Decoding Spring Produce: Peaches - The Juicy Jewel of the Season
When the warm weather is with us, it means that lots of great fruits and vegetables are going to be at their best. Before you make your way to the farmer's market or supermarket, here is some advice on picking produce as well as some great recipes you can prepare with that produce.
Look for peaches to start coming into their own as early as May, though they are generally better in mid-to-late June. Along with being good sources of vitamins A and C, peaches are also a good source of potassium. When picking peaches, color is not the best indicator of ripeness. Smell the peach for sweetness or choose fruit that feels heavy for its size. The old squeezing method is mostly useful if you have personal firmness preferences.
Grilled Peach Dessert
Serves two to four
- 2 peaches, halved and pits removed
- 1 Tbl sugar
- 1 tsp cinnamon
- 1/2 cup mascarpone
- 2 oz Limoncello or other lemon liqueur, frozen to a syrupy consistency
- Canola or vegetable oil
1. Preheat grill to high heat.
2. Whisk together the mascarpone and Limoncello until it has the consistency of soft serve ice cream.
3. Brush the sliced side of the halved peaches with oil.
4. Lay the peaches sliced side down on the grill until they are nicely marked. This will take about 3 to 4 minutes.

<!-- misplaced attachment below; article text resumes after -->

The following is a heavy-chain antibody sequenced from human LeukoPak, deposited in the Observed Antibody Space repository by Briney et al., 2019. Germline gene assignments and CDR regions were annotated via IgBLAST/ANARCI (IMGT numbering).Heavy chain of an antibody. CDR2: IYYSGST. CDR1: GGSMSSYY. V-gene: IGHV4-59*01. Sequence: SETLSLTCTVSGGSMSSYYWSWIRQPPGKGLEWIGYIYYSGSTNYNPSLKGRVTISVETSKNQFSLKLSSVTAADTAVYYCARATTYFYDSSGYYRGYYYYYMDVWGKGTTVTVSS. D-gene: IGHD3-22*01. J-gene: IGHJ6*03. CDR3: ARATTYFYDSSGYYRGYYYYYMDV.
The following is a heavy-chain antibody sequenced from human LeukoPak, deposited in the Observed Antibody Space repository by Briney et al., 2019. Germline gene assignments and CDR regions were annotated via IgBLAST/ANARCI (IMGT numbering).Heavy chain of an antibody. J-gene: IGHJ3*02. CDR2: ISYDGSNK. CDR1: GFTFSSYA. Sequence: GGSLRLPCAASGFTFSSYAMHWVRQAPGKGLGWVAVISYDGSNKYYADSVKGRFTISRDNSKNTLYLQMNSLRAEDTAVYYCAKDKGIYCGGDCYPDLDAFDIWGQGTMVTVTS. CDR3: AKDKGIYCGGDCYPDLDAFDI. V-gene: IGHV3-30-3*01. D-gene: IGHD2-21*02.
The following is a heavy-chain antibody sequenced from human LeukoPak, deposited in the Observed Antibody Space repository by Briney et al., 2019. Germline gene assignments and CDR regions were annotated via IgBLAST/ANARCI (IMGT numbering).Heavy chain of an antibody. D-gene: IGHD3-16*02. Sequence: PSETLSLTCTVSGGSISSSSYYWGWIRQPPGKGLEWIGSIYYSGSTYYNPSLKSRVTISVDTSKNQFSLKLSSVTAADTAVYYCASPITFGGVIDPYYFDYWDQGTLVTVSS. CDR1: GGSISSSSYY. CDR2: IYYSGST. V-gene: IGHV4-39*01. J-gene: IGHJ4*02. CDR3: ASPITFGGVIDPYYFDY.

5. Flip peaches over onto a cooler part of the grill.
6. Lightly sprinkle cinnamon and sugar over the peaches.
7. Remove peaches from the grill.
8. Place a scoop of the whipped mascarpone and Limoncello onto or beside each peach half.
Red Wine Peach Salad
Salad or Appetizer
- 3 peaches, sliced
- 1 glass red wine
- 1 bulb fennel, medium; shaved thin or julienne
- 1/4 cup almonds, toasted; sliced or crushed
- 1/4 lb arugula
- 1 Tbl olive oil
1. Place peaches into re-sealable plastic bag with red wine. Squeeze out all the air and close the bag.
2. Allow the peaches to marinate for at least one hour in the fridge.
3. Strain off the peaches and combine all ingredients in a large bowl.
4. Season with salt and pepper.
Buying produce when it's in season is a fun practice, and you can save money and reduce your carbon footprint as well. Getting fruits and vegetables in season means that you actually have to get out and look at what's available; you have to commit to checking out your local farmer's markets where you can talk to and interact with the growers. But that extra effort isn't so bad: fresh air, getting out in your community, talking to new people. It's actually a good time for everyone.
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